TRENTON, N.J. (CN) – I’Maya Moreland was just 13 months old when her mom and Valerie Benning started dating in August 2007. A year and a half later, when her life was snuffed out by a pickup truck careening from a collision with a fire truck, I’Maya had been holding Benning’s hand, waiting to cross the street to see “Disney on Ice.”
Reviving Benning’s claim for emotional distress on Friday, an appeals court called it wrong for the lower court to have discounted Benning and the child’s “intimate, familial relationship.”
“A rational jury can find that Benning was a de facto mother to this child, and felt her loss as deeply as any parent facing that horrific event,” Judge Jose Fuentes wrote for the New Jersey Appellate Division.
Joined by his two colleagues on the appellate panel, Fuentes said Benning should be given the chance to advance a claim under the 1980 case Portee v. Jaffee, which was the first to recognize emotional-distress liability in the Garden State.
When Portee was decided, the ruling explains, “the notion of same-sex couples and their children constituting a ‘familial relationship’ worthy of legal recognition was considered by a significant number of our fellow citizens as socially and morally repugnant and legally absurd.”
Today, however, an overwhelming number of Americans “unequivocally reject this shameful, morally untenable bigotry,” Fuentes wrote.
“Our laws, both legislatively and through judicial decisions, now recognize and protect the rights or LGBTQ people to equal dignity and treatment under law,” the 21-page opinion continues.
Robin Kay Lord, an attorney who represents Benning and her now wife, I’Asia Moreland, called Friday’s ruling bittersweet.
Benning is “delighted that the courts finally recognized the loss of her child, but it’s a shame that it took so many years and so many avenues of litigation,” Lord said.
An explanation from Mercer County Superior Court Judge William Anklowitz about why he ruled against Moreland at summary judgment is quoted in Friday’s ruling.
“There is a requirement that they have to be family,” Judge Anklowitz had said. “[Portee] talks about familial relationship but it didn’t say family-ish or something similar to a family.”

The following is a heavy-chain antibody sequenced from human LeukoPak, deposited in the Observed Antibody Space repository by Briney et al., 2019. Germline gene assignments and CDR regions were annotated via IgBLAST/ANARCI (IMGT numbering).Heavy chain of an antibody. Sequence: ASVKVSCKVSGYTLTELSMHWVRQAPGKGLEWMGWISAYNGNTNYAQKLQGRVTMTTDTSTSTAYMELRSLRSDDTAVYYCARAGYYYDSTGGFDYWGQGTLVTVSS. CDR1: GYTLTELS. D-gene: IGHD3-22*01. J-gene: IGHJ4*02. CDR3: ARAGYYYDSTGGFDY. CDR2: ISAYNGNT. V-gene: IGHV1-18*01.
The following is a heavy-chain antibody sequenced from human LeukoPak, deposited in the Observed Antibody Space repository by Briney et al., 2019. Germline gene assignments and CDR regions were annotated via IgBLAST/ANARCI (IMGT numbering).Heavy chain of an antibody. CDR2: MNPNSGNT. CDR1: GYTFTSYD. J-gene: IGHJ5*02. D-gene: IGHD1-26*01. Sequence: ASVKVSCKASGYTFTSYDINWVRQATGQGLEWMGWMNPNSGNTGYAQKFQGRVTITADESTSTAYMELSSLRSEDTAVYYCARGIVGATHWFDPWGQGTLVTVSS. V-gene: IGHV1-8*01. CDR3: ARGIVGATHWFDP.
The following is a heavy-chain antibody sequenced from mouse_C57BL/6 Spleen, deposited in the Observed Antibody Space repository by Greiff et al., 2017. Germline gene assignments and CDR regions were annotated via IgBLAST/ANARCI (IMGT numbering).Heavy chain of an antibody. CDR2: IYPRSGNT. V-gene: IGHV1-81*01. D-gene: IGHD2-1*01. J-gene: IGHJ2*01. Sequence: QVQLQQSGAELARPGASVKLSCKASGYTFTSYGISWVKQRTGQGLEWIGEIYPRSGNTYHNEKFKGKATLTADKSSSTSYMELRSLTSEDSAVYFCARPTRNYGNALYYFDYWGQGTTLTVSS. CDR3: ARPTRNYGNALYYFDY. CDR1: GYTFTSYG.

Attorney Lord noted that she took issue in particular with this language, and as well as Anklowitz’s description of her clients as “lovers.”
“I’m not sure if he meant to say that they were ‘family-ish,’” Lord said. “But they were not family-ish. They were family.”
Benning and Moreland have been married since 2014, but she testified that I’Maya was calling her “Mommy” just weeks into the relationship.
It took approximately three months for I’Maya’s brother, I’Zhir, to do the same. I’Zhir will be 15 this January on the 10-year anniversary of the crash.
The ruling notes that the deadly accident occurred outside the Sun Bank Arts Center in Trenton, now known as CURE Insurance Arena.
Though Judge Anklowitz cleared the arena of liability, attorney Lord says she is fighting to revive these counts as well based on the arena’s failure to follow through on plans of building a pedestrian overpass at the intersection.
“If they had build that overpass, this wouldn’t have happened,” Lord said.
Moreland’s appeal was joined by the Garden State Bar Association and the Amicus Garden State Equality, a LGBTQ rights organization.
In the group’s amicus brief, AGSE said the trial court discriminated against the couple by considering Moreland’s and Benning’s marital status to determine if I’Maya and Benning had a familial relationship.